‘Dressed To Kill’ Turns 40: Celebrate With 40 KISS-tastic Album Facts

by Mike McPadden

Dressed to Kill by Kiss hit record stores on March 19, 1975. The third album by the hottest band in the world upped the pop energy of previous records without skimping on the hard and heavy and (at least) three of its ten songs endure as rousing, roof-raising classics—including one that, bar none, is rock-and-roll’s all-time greatest party starter.

Alas, as with Kiss’s self-titled debut and it’s follow-up, Hotter Than Hell, poor Dressed to Kill landed with a dull thud. That three-peat losing streak broke, big time, upon the explosive breakthrough of 1975’s Alive, which sent new fans scrambling to catch up with the Kiss back catalogue. As a result, Dressed to Kill got a second chance at life and today, as we celebrate the album’s fortieth birthday, it’s proven to be nothing less than immortal.

Here now are 40 Kisstastic facts to celebrate Dressed to Kill still knocking dead all comers at the dawn of its fifth decade.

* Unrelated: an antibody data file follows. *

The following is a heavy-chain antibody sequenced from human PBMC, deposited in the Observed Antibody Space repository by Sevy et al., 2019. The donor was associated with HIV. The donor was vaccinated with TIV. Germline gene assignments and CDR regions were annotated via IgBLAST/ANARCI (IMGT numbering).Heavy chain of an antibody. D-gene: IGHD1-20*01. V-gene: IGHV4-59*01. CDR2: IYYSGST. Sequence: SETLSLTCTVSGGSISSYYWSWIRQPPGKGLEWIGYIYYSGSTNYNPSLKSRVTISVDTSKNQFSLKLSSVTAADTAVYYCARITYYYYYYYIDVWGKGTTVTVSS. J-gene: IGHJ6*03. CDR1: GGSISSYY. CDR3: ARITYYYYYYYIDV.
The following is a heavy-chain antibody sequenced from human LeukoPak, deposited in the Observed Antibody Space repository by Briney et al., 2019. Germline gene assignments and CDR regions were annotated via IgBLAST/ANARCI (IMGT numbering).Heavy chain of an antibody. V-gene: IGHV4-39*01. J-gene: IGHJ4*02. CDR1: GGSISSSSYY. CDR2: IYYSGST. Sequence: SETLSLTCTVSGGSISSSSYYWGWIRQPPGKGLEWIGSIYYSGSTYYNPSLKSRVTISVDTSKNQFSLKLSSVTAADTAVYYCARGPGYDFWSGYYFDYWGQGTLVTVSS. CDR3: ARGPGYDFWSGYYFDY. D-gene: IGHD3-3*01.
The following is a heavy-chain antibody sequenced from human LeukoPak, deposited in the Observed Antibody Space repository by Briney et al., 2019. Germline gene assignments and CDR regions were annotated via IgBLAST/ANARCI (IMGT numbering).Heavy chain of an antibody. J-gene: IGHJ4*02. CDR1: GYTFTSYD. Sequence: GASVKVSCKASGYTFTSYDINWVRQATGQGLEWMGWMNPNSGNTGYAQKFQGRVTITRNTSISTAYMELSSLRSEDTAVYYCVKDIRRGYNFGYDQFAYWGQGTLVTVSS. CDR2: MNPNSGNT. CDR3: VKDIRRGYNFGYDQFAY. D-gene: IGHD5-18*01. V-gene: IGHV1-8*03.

1. First and foremost: “Rock and Roll All Nite” closes Dressed to Kill on the ultimate of up notes. Although it (some how) wasn’t an instant hit, the song steadily and within a couple of year’s time became Kiss’s signature anthem on par (some might dare to even say surpassing) the mighty likes of what “Satisfaction” is to the Stones or how “Stairway to Heaven” looms so large in the lore of Led Zeppelin.

2. Dressed to Kill’s shot of Gene Simmons, Paul Stanley, Ace Frehley, and Peter Criss wearing business suits on a street corner stands as one of rock’s great cover images. Only drummer Criss actually owned a suit, the other guys borrowed theirs from manager Bill Aucoin. Good thing he was skinny.

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